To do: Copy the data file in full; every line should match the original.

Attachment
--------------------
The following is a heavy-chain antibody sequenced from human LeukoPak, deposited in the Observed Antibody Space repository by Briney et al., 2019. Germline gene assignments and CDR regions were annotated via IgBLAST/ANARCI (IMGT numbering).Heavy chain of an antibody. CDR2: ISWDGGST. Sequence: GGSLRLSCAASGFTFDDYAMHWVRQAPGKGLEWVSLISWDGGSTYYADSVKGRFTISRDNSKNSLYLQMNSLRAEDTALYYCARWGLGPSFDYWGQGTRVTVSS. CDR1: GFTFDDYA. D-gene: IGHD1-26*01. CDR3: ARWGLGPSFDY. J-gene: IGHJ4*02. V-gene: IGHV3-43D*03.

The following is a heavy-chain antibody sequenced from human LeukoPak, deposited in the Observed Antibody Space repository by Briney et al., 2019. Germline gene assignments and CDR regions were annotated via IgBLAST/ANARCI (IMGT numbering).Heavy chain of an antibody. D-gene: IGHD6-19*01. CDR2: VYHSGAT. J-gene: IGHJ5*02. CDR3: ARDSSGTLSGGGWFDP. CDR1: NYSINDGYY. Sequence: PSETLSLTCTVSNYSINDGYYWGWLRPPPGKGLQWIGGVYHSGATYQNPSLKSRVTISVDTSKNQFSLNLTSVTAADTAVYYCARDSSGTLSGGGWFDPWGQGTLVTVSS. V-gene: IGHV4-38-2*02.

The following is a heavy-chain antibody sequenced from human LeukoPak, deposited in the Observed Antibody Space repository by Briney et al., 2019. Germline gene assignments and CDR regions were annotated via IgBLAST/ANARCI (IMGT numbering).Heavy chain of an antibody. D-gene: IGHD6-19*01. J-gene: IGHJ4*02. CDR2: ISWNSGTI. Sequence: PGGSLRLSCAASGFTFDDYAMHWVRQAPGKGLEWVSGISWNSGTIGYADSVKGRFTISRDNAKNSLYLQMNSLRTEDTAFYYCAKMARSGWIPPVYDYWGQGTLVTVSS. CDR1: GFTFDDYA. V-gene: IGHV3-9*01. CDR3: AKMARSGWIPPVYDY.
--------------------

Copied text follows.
The following is a heavy-chain antibody sequenced from human LeukoPak, deposited in the Observed Antibody Space repository by Briney et al., 2019. Germline gene assignments and CDR regions were annotated via IgBLAST/ANARCI (IMGT numbering).Heavy chain of an antibody. CDR2: ISWDGGST. Sequence: GGSLRLSCAASGFTFDDYAMHWVRQAPGKGLEWVSLISWDGGSTYYADSVKGRFTISRDNSKNSLYLQMNSLRAEDTALYYCARWGLGPSFDYWGQGTRVTVSS. CDR1: GFTFDDYA. D-gene: IGHD1-26*01. CDR3: ARWGLGPSFDY. J-gene: IGHJ4*02. V-gene: IGHV3-43D*03.

The following is a heavy-chain antibody sequenced from human LeukoPak, deposited in the Observed Antibody Space repository by Briney et al., 2019. Germline gene assignments and CDR regions were annotated via IgBLAST/ANARCI (IMGT numbering).Heavy chain of an antibody. D-gene: IGHD6-19*01. CDR2: VYHSGAT. J-gene: IGHJ5*02. CDR3: ARDSSGTLSGGGWFDP. CDR1: NYSINDGYY. Sequence: PSETLSLTCTVSNYSINDGYYWGWLRPPPGKGLQWIGGVYHSGATYQNPSLKSRVTISVDTSKNQFSLNLTSVTAADTAVYYCARDSSGTLSGGGWFDPWGQGTLVTVSS. V-gene: IGHV4-38-2*02.

The following is a heavy-chain antibody sequenced from human LeukoPak, deposited in the Observed Antibody Space repository by Briney et al., 2019. Germline gene assignments and CDR regions were annotated via IgBLAST/ANARCI (IMGT numbering).Heavy chain of an antibody. D-gene: IGHD6-19*01. J-gene: IGHJ4*02. CDR2: ISWNSGTI. Sequence: PGGSLRLSCAASGFTFDDYAMHWVRQAPGKGLEWVSGISWNSGTIGYADSVKGRFTISRDNAKNSLYLQMNSLRTEDTAFYYCAKMARSGWIPPVYDYWGQGTLVTVSS. CDR1: GFTFDDYA. V-gene: IGHV3-9*01. CDR3: AKMARSGWIPPVYDY.